by Mitch Kokai
Senior Political Analyst, John Locke Foundation
Jessica Hooten Wilson writes for the Martin Center about a Christian approach to education.
When I question students at my Christian college about how their faith affects their learning practices, they stare blankly at me or scribble a note about being motivated by the true, good, and beautiful. But studying (and education) for Christians should look different than a secular approach, though many students cannot articulate these differences.
To clarify the connections between their beliefs and education, I teach Simone Weil’s “Reflections on the Right Use of School Studies with a View to the Love of God” (1942), a great essay with an unwieldy title. …
… Weil argues, “The Key to a Christian conception of studies is the realisation that prayer consists of attention.” If Christians desire communion with God, they should pray. For Weil, prayer is the practice of self-emptying, much as Jesus Christ did when He descended from the Godhead to the earth and then to the humiliation of the cross. When we give our undivided attention to something, we are practicing what Weil calls kenosis. This posture prepares us for prayer, enables us to pray—and may, in fact, be a form of praying. Thus, studying leads us to commune with God. School studies are sacramental exercises; with the right motivation, learning can be sanctifying.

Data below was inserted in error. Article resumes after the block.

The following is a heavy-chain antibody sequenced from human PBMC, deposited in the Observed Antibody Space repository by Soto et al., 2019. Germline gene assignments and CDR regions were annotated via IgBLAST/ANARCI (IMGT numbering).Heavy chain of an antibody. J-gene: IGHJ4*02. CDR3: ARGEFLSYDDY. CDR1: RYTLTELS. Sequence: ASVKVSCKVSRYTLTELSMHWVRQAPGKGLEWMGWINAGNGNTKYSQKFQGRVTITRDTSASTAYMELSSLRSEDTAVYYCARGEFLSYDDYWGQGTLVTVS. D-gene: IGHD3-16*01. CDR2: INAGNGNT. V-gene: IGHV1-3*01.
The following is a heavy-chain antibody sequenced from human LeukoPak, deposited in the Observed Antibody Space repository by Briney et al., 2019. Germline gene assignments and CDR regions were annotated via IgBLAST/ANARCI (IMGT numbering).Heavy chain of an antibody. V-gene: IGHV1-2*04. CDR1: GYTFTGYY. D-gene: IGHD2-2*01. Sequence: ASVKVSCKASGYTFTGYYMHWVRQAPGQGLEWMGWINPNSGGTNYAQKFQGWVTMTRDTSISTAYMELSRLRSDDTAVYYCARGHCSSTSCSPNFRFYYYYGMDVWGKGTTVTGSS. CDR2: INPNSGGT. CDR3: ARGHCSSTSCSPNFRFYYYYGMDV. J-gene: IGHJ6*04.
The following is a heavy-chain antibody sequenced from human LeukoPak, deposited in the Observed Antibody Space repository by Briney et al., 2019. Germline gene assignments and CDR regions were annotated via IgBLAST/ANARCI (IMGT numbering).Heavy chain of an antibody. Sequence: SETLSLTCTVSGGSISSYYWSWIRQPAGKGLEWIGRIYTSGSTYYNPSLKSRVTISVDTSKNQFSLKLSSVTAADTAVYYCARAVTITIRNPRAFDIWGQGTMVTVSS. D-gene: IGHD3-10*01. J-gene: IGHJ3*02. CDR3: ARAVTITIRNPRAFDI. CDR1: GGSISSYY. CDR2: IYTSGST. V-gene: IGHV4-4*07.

For Weil, Christian students should be more concerned with their ascent on the spiritual plane than their success within the earthly realm. Education, to her, is a spiritual exercise. Studying for geometry, for example, is less about the right proofs and more about perfecting the practice of attention. Weil does not denigrate the benefit of geometry or other courses; instead, she assumes and acknowledges their intrinsic value.